Stillness and Contemplation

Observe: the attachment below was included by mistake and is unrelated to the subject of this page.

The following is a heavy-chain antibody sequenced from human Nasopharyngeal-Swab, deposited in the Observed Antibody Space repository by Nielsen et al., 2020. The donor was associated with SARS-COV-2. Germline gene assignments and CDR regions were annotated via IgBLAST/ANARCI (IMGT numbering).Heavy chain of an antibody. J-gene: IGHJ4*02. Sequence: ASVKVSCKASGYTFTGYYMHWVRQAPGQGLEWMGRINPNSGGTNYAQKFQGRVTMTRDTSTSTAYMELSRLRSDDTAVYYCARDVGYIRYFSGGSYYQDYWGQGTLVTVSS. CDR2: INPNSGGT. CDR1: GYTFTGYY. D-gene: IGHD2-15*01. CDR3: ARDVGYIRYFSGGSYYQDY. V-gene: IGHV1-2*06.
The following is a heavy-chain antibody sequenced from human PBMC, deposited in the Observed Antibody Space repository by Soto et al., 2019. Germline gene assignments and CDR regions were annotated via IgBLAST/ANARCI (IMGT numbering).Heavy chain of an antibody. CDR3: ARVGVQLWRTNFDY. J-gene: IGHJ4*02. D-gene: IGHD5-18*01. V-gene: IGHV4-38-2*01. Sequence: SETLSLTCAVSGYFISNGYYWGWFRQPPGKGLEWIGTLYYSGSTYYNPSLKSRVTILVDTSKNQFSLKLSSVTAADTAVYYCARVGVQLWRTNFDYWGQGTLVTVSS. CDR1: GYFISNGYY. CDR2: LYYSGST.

Words from Matta El Meskeen Practicing Presence with God “Very few people spend any time practicing being with God. Fewer still enjoy the great blessing, by God’s grace, of interior prayer. Interior prayer is, in fact, the fruit of the spiritual life. It is a return of Adam to the beauty of his former spirituality” (55). The Difference between Meditation and Contemplation “Meditation requires delving deep into mental investigation, requiring excessive mental and intellectual activity. Contemplation, on the other hand, needs total quietude of man’s mental powers and the cessation of all investigation or deep penetration… The more the mind is quiet and silent, the more divine truth radiates, shines, and is transfigured within it” (56). Who Is It For? “Contemplation is a kind of prayer accessible to everybody. It is free from any restriction to a particular class of people. It is for the man of the world as it is for the monk, for the married as it is for the celibate, for the young as it is for the old” (56). The Benefits “Contemplation...[is] an impregnable fortress. It protects God’s people against the vices of the environment…enhances man’s will and strengthens his personality…Regular contemplation is considered one of the richest means for building up the soul” (59). How to Begin Contemplation “The exercise could be summarized as focusing the mind upon a small verse, which is called monologistos. Man repeats it constantly without stopping for long hours every day. He should restrict his mind to the narrowest confines of the meaning of the verse. Or he might choose a single supplication in the name of the Lord Jesus, which is called here Onomatolatreia. He should train his mind not to step out of its bounds. Whenever his mind transgresses, he summons it back without boredom. This goes on until the mind learns how to stop meandering here and there, to calm down, and to be at peace” (58). Sitting in Stillness “Some instructions: sitting in a quiet place without moving and fixing one’s mental sight upon the heart that the mind may first share with the heart in reiterating the prayer. The mind will finally fall under the sway of the heart and relax its grip” (59). Restoring the Soul to the Natural State of Repose “In the prayer of repose, man repeats the name of Christ or a short verse…This is nothing but a spiritual attempt to restore to the human soul and mind their original natural and spiritual state of repose. In such repose, man may hear the voice of God and see his light in the heart. In short, it restores to man his authentic spiritual and contemplative state” (59).